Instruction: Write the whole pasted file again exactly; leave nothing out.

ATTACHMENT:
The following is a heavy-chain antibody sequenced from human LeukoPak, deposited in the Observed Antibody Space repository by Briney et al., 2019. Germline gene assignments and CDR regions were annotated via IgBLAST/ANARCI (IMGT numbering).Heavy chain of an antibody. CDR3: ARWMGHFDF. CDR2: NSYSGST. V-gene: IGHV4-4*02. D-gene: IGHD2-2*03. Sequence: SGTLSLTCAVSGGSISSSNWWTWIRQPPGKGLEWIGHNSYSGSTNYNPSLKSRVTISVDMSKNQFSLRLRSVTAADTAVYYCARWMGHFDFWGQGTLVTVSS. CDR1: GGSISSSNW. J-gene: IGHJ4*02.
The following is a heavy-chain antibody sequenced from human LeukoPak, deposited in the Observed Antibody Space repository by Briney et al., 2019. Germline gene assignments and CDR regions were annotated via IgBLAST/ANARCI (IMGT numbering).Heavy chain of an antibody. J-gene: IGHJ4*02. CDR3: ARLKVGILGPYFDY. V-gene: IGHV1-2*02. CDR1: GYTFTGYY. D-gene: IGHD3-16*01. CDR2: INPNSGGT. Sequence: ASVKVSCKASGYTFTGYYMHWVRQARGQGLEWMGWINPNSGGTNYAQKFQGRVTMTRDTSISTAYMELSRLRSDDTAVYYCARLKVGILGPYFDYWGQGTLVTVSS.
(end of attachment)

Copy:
The following is a heavy-chain antibody sequenced from human LeukoPak, deposited in the Observed Antibody Space repository by Briney et al., 2019. Germline gene assignments and CDR regions were annotated via IgBLAST/ANARCI (IMGT numbering).Heavy chain of an antibody. CDR3: ARWMGHFDF. CDR2: NSYSGST. V-gene: IGHV4-4*02. D-gene: IGHD2-2*03. Sequence: SGTLSLTCAVSGGSISSSNWWTWIRQPPGKGLEWIGHNSYSGSTNYNPSLKSRVTISVDMSKNQFSLRLRSVTAADTAVYYCARWMGHFDFWGQGTLVTVSS. CDR1: GGSISSSNW. J-gene: IGHJ4*02.
The following is a heavy-chain antibody sequenced from human LeukoPak, deposited in the Observed Antibody Space repository by Briney et al., 2019. Germline gene assignments and CDR regions were annotated via IgBLAST/ANARCI (IMGT numbering).Heavy chain of an antibody. J-gene: IGHJ4*02. CDR3: ARLKVGILGPYFDY. V-gene: IGHV1-2*02. CDR1: GYTFTGYY. D-gene: IGHD3-16*01. CDR2: INPNSGGT. Sequence: ASVKVSCKASGYTFTGYYMHWVRQARGQGLEWMGWINPNSGGTNYAQKFQGRVTMTRDTSISTAYMELSRLRSDDTAVYYCARLKVGILGPYFDYWGQGTLVTVSS.